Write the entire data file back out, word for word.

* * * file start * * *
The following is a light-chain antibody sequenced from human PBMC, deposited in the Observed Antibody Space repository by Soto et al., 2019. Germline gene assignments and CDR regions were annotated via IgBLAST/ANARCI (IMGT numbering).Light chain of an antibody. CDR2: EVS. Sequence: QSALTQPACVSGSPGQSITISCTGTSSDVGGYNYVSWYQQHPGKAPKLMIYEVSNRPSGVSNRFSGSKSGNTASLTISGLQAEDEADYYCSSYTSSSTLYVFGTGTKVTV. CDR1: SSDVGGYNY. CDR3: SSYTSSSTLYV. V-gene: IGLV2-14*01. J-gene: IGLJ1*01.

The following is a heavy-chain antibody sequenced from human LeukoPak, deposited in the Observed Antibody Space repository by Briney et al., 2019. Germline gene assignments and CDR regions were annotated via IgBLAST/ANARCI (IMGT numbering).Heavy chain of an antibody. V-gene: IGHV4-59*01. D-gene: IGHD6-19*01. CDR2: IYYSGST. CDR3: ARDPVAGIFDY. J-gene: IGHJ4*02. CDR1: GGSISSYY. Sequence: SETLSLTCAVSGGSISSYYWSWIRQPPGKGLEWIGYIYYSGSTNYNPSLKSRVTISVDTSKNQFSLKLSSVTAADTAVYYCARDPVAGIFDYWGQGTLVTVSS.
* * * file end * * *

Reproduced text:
The following is a light-chain antibody sequenced from human PBMC, deposited in the Observed Antibody Space repository by Soto et al., 2019. Germline gene assignments and CDR regions were annotated via IgBLAST/ANARCI (IMGT numbering).Light chain of an antibody. CDR2: EVS. Sequence: QSALTQPACVSGSPGQSITISCTGTSSDVGGYNYVSWYQQHPGKAPKLMIYEVSNRPSGVSNRFSGSKSGNTASLTISGLQAEDEADYYCSSYTSSSTLYVFGTGTKVTV. CDR1: SSDVGGYNY. CDR3: SSYTSSSTLYV. V-gene: IGLV2-14*01. J-gene: IGLJ1*01.

The following is a heavy-chain antibody sequenced from human LeukoPak, deposited in the Observed Antibody Space repository by Briney et al., 2019. Germline gene assignments and CDR regions were annotated via IgBLAST/ANARCI (IMGT numbering).Heavy chain of an antibody. V-gene: IGHV4-59*01. D-gene: IGHD6-19*01. CDR2: IYYSGST. CDR3: ARDPVAGIFDY. J-gene: IGHJ4*02. CDR1: GGSISSYY. Sequence: SETLSLTCAVSGGSISSYYWSWIRQPPGKGLEWIGYIYYSGSTNYNPSLKSRVTISVDTSKNQFSLKLSSVTAADTAVYYCARDPVAGIFDYWGQGTLVTVSS.